Multibook mode

For some reason, I get this way sometimes: I prefer to be reading multiple books at once (well, not EXACTLY at once), dipping into each one as the mood hits me. This morning, I realized that the number has piled up:

1. The first Skulduggery Pleasant book, a YA magical-sorcery-thingy which Lyvvie recommended as an example of someone who writes 12-year-olds well. Her daughter loves the stuff. And while I can see the attraction to a pre-teenaged girl (the heroine is strong, intelligent, and brave), there isn’t much meat here for the adult reader of YA. My vote is still for the Bartimaeus Trilogy, which admittedly is aimed at an older YA crowd, but has enough humor and depth to appeal to the adult reader. And while the protagonist is male, one of the main characters is, you guessed it, a strong, intelligent, and brave young woman.

2. Still working my way through China Mieville’s The Scar. This is one of his earlier works, and I tend to like his more recent novels better. The Scar is just on the cusp of eh, think I’ll put this one down for now. But I’m 3/4 of the way through and haven’t given up yet. There simply isn’t enough there: not enough action, not enough appeal to the characters or plot, not enough of Mieville’s signature weirdness. All it has going for it is a bit of narrative drive. I want to know what happens next.

3. I’m rereading Crime and Punishment . . . again, as the mood hits. I read it between 9th and 10th grade, I think, and wanted to revisit it as an adult. I may not finish it; every time I pick it up, I want to slap Raskolnikov upside the head. He’s a very Hamlet-like character in the way he dithers, and I’ve never much liked Hamlet.

4. When I have nothing to read but Nook on my cellphone, I turn to James Ellroy’s The Cold Six Thousand, a novel about the two Kennedy assassinations and the MLK assassination. Lots of dish on J. Edgar Hoover, Jimmy Hoffa, various mobsters, etc. Who cares if it’s fiction; it reads like a dramatization of true events. And who doesn’t want confirmation that the JFK assassination was a fix from the highest powers? (Yup, God wanted JFK dead.) (Kidding, kidding!) I’m reading this mostly because I find Ellroy’s style so fascinating: staccato, brutally stark. Ellroy himself described the style as “ugly.” Plus, it’s fascinating how well he evokes the early 60s.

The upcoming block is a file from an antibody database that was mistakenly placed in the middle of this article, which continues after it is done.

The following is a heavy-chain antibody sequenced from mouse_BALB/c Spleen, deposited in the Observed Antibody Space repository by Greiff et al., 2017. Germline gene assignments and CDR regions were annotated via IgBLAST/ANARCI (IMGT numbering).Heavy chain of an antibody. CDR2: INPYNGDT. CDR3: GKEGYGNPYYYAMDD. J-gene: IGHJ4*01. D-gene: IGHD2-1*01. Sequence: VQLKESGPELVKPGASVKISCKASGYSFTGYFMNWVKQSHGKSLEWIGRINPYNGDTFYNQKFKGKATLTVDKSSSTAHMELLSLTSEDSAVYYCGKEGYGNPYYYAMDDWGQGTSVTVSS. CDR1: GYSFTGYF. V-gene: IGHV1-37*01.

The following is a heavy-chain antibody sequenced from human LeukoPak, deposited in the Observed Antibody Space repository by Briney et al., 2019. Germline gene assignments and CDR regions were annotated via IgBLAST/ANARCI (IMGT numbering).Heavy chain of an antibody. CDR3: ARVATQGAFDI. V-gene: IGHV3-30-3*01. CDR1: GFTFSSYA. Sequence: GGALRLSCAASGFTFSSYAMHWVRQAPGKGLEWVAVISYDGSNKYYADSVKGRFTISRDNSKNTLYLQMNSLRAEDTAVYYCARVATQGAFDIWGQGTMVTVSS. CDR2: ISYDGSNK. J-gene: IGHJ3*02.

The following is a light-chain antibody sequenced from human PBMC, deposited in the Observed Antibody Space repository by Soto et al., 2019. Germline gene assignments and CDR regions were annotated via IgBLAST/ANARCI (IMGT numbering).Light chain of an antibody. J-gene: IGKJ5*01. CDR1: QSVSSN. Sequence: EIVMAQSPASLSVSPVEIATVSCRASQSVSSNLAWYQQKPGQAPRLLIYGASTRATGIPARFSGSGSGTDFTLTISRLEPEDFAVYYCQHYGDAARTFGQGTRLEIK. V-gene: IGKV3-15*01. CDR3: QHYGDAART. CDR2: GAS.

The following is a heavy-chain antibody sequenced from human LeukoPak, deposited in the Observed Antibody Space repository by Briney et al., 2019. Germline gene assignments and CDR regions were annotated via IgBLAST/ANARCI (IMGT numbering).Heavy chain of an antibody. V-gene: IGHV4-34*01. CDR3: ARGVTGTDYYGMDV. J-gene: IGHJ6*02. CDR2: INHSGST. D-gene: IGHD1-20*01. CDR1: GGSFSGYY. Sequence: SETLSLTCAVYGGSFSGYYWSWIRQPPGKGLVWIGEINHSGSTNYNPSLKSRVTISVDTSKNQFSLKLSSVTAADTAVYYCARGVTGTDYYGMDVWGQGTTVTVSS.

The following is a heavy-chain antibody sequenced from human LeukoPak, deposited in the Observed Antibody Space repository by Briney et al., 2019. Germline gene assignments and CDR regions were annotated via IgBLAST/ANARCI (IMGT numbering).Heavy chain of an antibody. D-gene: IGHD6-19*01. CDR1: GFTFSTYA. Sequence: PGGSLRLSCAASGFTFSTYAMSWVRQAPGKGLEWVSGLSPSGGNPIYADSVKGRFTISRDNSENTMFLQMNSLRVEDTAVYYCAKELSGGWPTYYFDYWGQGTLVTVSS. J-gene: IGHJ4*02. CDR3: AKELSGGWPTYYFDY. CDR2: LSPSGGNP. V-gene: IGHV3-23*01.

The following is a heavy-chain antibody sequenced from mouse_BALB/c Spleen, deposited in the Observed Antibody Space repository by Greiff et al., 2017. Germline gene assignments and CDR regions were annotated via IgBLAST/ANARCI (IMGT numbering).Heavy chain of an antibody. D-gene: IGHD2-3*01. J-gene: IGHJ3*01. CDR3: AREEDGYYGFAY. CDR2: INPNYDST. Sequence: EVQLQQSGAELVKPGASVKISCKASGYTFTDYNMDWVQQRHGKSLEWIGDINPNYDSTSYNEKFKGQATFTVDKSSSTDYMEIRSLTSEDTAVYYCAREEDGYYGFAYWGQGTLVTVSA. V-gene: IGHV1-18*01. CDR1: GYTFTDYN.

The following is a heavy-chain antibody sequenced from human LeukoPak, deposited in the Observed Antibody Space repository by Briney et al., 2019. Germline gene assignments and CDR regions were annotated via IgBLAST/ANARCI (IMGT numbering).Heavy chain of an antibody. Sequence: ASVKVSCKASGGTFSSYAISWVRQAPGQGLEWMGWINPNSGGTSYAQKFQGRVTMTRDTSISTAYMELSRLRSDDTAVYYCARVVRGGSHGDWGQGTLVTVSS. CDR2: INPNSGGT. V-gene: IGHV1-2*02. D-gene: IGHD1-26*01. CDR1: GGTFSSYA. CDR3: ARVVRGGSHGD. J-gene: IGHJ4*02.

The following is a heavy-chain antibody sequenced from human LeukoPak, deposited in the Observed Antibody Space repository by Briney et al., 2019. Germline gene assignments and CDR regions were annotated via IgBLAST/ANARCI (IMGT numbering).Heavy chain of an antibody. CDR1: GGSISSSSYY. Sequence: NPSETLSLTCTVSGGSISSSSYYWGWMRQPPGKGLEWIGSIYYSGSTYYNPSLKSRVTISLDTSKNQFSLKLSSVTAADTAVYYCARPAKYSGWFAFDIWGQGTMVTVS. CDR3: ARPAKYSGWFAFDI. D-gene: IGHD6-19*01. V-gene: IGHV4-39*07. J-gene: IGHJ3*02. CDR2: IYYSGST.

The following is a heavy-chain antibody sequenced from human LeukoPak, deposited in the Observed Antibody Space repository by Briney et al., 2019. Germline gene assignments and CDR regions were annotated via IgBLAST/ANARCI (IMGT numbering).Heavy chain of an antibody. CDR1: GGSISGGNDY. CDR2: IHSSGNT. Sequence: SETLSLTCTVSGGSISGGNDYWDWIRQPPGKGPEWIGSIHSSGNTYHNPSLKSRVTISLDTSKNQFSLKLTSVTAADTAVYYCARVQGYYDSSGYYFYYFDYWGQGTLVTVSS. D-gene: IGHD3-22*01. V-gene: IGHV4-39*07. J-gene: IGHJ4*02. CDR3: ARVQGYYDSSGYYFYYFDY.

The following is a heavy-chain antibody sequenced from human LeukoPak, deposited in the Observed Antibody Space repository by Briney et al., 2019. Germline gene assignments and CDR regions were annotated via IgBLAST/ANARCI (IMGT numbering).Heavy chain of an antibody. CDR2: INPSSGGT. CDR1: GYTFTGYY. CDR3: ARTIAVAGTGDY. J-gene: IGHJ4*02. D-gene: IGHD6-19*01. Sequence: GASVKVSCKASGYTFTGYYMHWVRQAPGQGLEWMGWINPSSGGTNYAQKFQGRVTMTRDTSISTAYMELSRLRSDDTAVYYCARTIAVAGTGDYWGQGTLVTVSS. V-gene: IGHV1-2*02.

5. And when I have to have an actual paperback in my hands, I’m reading/rereading Tim Powers’s time travel novel, The Anubis Gates. First time I tried reading this many years ago, I bogged down at around page 120. The time travel gimmicks struck me as just a wee bit too coy and obvious. Now I’m at page 265 and I’m finally hooked. I enjoyed it more this time around (the first half, that is), and in retrospect I think I abandoned it for a number of reasons. Powers suffers from the too-much-research problem (. . . and I have to share all of it with you) and yet he occasionally screws up, as when one of the minor characters in the 1600s calls sausages ‘sawfages.’ Just because typesetters used that f-thingy for internal s’s doesn’t mean people PRONOUNCED it that way. Jeez. Anyway, I’m skimming through all of the dense descriptive bits and having a much better go of it.

So what are y’all reading?



  1. KGK says:

    Quite a mixed bag there! I loved Anubis Gates, which led me into further Tim Powers reading. I’ve liked everything he’s done, except for Dinner at Deviant’s Palace.

    I completely agree with you about Raskolnikov. Sort of reminds of the whiny Madame Bovary. Yech! Dump Fyodr Mikhailovich for some Turgenyev.

    I just finished reading Robert Harris’ three ancient Rome books – not bad, but not brilliant. I’ve got the new Neal Stephenson’s book all queued up. I also have Moby Dick on the Kindle that I bought last summer, but (exactly as my beloved better half predicted) still haven’t started using it.